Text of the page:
Traditionally, doctors have provided ambulatory outpatient care from their offices. Legally defined, there are instances where specialised care can also be provided in hospitals, for instance ambulatory surgery, therapy for cancer patients and social paediatric therapy.
In Germany, the doctors associations contribute their income. They are public corporations and negotiate the overall budgets for their doctors in a defined region with the insurance funds. According to the medical services and other criteria, the corporations distribute the budget to individual doctors quarterly. Before the last health reform in 2008, the services were weighted by points, or appointments per doctor. The weakness in this system was a decline of euro per point when services and points increased while the global budget remained nearly constant. Now the doctors have defined fees in euro and it seems easier for them to calculate their income. If a patient visits a doctor, the doctor on the average gets 50 euro per quarter. If the patient has more visits, the fee, however remains constant. The physician can help himself only by controlling the number of visits. In the former system there was not such an incentive.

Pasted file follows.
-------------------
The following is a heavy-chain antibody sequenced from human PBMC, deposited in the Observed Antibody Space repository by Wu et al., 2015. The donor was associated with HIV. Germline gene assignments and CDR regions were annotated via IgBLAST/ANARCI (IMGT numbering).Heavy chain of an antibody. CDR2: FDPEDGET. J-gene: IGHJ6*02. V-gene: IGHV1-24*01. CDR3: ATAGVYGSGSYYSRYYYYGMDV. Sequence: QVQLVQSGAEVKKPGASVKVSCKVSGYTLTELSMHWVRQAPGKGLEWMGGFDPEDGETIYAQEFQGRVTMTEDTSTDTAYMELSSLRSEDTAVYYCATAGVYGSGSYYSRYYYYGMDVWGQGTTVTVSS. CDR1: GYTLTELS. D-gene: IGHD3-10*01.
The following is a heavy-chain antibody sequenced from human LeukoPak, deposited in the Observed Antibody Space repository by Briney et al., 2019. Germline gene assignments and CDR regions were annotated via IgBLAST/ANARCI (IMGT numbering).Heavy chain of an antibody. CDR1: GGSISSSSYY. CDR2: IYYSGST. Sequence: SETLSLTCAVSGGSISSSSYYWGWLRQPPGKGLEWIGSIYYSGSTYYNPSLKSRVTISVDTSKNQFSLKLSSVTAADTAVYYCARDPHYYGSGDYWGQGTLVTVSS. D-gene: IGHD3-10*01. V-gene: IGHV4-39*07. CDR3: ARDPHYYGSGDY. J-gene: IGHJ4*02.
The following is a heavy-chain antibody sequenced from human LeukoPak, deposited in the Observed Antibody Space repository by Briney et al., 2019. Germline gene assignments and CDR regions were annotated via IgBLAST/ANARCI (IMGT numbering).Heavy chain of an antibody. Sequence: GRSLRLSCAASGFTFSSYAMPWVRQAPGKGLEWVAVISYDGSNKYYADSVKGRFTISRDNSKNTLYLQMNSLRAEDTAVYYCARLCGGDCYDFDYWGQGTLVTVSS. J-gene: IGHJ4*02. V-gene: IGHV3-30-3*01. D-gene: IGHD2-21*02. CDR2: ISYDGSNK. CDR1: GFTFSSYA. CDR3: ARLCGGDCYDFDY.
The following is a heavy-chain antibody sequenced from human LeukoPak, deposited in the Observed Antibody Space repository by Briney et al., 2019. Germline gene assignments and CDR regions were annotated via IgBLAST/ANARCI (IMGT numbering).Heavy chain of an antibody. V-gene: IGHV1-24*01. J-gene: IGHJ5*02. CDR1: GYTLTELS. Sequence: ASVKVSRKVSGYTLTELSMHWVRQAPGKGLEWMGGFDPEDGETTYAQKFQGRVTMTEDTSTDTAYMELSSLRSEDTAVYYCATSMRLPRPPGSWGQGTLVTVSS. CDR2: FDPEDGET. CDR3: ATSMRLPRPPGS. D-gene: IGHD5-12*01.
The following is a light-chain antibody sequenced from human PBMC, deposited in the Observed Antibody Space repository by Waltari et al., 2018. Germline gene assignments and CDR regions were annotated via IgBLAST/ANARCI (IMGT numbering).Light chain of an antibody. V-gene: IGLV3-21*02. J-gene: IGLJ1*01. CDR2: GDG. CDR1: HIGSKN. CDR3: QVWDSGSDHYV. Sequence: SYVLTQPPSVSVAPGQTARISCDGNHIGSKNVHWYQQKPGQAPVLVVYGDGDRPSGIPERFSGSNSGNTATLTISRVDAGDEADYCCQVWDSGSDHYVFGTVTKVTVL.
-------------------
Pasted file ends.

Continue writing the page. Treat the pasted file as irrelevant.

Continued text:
In 2008 the doctors had 7.5 cases per quarter per insured per year. In total, this is about 500 million ambulatory cases. Each case has 2.5 appointments on average per insured (total 1.2 billion appointments). The number of patient contacts with about 18 per insured per year is the highest in international comparison. It is nearly twice as high as in comparable OECD countries. People in Sweden for instance have about 3 appointments per insured per year (OECD data 2006).